Save network TV by saving NBC. Really.
There's a blueprint available for saving network television.
And it lies in an unlikely place: the struggles of fourth-place network NBC.
What ails network TV in general is what's really hurting the onetime home of Must-See-TV: a lack of inspired ideas, inability to break a hit drama, and a lineup of crackling comedies that struggle to draw a broad audience. We've already seen the network's attempt to reboot in midseason with a lineup of unreality shows unveiled Sunday, America's Next Great Restaurant and Celebrity Apprentice.
Made necessary by the offseason loss of Sunday Night Football, these shows feel more like tourniquet than a way forward — a rearranging of deck chairs trying to spin ratings gold out of Gary Busey's rants and Donald Trump's questionable hairline.
So the challenge is clear: Save network TV by saving NBC. Here's Dr. Deggans' five-point prescription, which includes some bitter medicine.
Tactic 1: Stop with the comic book stuff. NBC's The Event returned Monday, continuing its complex tale of a long-hidden U.S. conspiracy to imprison aliens in a Guantanamo-style detention center. Unfortunately, you can almost feel the tight budgets forcing The Event to become a typical action/suspense drama, with just enough explosions and political intrigue to feel like a bad 24 clone. None of that changes in tonight's two-hour episode, bringing the show back after a three-month break that will test the memories of its most ardent fans. With this fantasy/sci fi/ comic boo kstuff, NBC keeps walking down the same road to disappointing results. The spy comedy Chuck is a fun romp and the comic fanboy in me wants to love just-canceled superhero adventure The Cape. But The Cape played more like a superhero parody, trapped in its own world of nonsensical plots and shoddy effects, mostly highlighting how much better movies are at science fiction and superhero stuff. Just give it a rest, dudes.
Tactic 2: More TV veterans in exciting new projects. The only relatively new, non-sports related bright spots on NBC's schedule are Parenthood and Harry's Law. And while David E. Kelley's legal drama too often feels like a thin ripoff of his last crazy lawyer dramedy, Boston Legal, it's scored by giving Oscar winner Kathy Bates lots of running room. Likewise with Parenthood, which has handed Peter Krause (Six Feet Under), Monica Potter (Boston Legal), Craig T. Nelson (Coach) and Lauren Graham (Gilmore Girls) some of their juiciest material in years.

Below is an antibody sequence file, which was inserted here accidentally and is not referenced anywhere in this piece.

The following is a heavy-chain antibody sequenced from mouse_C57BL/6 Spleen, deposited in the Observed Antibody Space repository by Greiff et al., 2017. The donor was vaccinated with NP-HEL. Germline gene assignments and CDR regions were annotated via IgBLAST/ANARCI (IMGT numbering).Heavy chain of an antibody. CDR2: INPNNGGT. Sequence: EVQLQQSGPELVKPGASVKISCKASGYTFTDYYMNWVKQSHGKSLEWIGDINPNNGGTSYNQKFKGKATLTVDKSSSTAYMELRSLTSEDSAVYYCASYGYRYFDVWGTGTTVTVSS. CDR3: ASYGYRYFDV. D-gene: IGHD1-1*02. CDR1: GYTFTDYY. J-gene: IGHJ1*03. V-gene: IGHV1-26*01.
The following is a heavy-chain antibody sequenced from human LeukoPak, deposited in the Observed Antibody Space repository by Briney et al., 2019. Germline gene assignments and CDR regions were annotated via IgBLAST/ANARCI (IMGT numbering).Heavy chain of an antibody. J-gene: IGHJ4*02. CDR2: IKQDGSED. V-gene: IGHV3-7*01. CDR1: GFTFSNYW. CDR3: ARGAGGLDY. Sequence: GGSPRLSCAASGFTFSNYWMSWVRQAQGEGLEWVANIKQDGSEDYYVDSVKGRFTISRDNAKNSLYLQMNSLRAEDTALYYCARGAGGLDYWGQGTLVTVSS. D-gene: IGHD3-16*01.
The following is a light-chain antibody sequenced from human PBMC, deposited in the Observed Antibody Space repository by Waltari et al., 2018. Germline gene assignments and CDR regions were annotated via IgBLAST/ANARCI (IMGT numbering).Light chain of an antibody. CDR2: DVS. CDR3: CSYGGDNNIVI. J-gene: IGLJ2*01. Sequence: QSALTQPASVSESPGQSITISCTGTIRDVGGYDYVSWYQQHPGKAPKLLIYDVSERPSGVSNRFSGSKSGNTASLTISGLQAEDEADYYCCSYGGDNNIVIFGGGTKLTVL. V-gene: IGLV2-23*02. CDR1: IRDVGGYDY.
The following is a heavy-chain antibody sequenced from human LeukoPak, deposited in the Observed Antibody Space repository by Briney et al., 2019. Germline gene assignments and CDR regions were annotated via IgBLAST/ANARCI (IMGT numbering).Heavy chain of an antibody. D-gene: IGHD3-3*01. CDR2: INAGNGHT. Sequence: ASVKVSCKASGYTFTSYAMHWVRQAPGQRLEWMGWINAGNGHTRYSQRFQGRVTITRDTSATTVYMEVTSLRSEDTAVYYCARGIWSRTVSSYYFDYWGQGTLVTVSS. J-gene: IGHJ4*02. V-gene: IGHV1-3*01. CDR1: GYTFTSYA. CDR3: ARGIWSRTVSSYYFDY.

Tactic 3: Better broad comedies. NBC's Thursday night is a wonderful lineup of mostly smart comedies, but they have long struggled to draw the kind of broad audiences attracted by simpler stuff such as CBS' Big Bang Theory. With Charlie Sheen's Two and Half Men in question, there's an opening for better comedies with broad appeal, like ABC's Modern Family. Run with it.
Tactic 4: Handle 10 p.m. already. Parenthood and Harry's Law are game efforts, but Law & Order: SVU is aging badly and The Office will soon lose star Steve Carell. Ratings show that every network is struggling with 10 p.m., as cable hits such as Walking Dead and Jersey Shore steal all the buzz. Time for NBC to recapture its Hill Street Blues legacy and develop a new drama that breaks a few boundaries.
Tactic 5: Handle Fridays already. No one gets great ratings on this night, so it might not be fair to single out NBC. But a lineup of unreality shows and Dateline NBC won't cut it. I'd love to see Saturday Night Live standouts like Jason Sudeikis, Kristen Wiig or Andy Samberg get a shot at Tina Fey-level glory with new comedies here. If you're going to get bad ratings anyway, why not do it trying something new?